After Half a Year, Women Are Slowly Taking Back the Billboard Charts

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Finally. Photo: Getty Images

Up until recently, Billboard’s two major charts, the Hot 100 singles and Top 200 albums, had gone more than half a year without a woman leading either one. Halsey broke that drought in early June, when her sophomore album hopeless fountain kingdom became the first No. 1 album by a woman since Lady Gaga’s Joanne last November. The following week, Katy Perry also snagged that spot, posting the highest numbers for an album by a woman so far this year (and also since Joanne.) On this week’s chart, Lorde has continued the lady-led streak, notching her first-ever No. 1 album with Melodrama. It’s the first time women have topped the charts back-to-back-to-back since Taylor Swift, Alicia Keys, and Rihanna did it in 2012. But with new albums by DJ Khaled and Jay-Z set to enter the charts in the coming weeks, this even rarer female takeover is likely to end.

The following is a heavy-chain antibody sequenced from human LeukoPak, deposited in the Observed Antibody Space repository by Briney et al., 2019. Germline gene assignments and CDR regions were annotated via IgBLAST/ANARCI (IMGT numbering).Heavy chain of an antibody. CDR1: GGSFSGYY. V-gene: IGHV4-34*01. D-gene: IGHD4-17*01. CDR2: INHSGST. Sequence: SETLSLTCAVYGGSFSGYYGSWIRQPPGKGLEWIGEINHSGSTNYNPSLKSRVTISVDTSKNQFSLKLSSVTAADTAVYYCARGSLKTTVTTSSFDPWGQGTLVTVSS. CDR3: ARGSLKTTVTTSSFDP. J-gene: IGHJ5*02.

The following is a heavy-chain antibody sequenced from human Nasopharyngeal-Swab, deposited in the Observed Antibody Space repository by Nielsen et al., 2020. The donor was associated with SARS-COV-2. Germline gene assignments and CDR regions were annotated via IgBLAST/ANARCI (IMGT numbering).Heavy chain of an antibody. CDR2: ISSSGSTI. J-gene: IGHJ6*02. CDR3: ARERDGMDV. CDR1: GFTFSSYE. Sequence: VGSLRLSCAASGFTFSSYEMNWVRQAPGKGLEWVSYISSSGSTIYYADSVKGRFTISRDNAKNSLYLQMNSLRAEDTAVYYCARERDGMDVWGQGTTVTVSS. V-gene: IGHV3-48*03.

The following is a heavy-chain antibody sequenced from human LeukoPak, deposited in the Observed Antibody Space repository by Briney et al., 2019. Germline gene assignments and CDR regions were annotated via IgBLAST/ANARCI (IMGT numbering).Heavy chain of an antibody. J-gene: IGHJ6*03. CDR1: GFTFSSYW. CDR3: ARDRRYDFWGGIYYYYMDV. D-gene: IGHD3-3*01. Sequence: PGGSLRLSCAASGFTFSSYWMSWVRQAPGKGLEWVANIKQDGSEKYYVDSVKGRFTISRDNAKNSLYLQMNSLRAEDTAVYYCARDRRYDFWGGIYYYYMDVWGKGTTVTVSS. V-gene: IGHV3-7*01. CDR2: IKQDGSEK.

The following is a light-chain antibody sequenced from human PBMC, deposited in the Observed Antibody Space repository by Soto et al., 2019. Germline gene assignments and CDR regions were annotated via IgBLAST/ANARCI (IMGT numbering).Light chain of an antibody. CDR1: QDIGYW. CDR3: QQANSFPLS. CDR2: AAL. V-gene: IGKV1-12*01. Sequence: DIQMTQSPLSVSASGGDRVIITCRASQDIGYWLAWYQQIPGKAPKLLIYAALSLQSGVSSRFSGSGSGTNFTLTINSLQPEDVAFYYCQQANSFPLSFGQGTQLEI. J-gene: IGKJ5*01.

However, there’s also the Hot 100: This week, Khaled’s “Wild Thoughts,” featuring Rihanna, gives that chart its first woman in the top five since Taylor Swift’s “I Don’t Wanna Live Forever” peaked at No. 3 12 weeks ago. That’s as bad as it looks: There hasn’t been a longer lack of women at the top of the singles chart in 45 years, since 1972 when it happened for 13 weeks. Even worse, this disappearance of women comes during a year that saw one week in April where there wasn’t a single woman in the top ten at all; that hadn’t occurred since 1984. It doesn’t bode well for the industry that this latest 12-week drought was bookended by songs where a woman shared the credit with men. (“Wild Thoughts” is technically DJ Khaled’s song, and features Bryson Tiller; “Live Forever” also featured Zayn.) But as is the case with most things, Rihanna seems to be the remedy. She’s the only woman this year to have two songs reach the top five — just two among her nearly 20 — and was instrumental in that previous three-week album streak years ago. And, as we’ve seen, she loves to snatch titles held by men.

Women Are Slowly Taking Back the Billboard Charts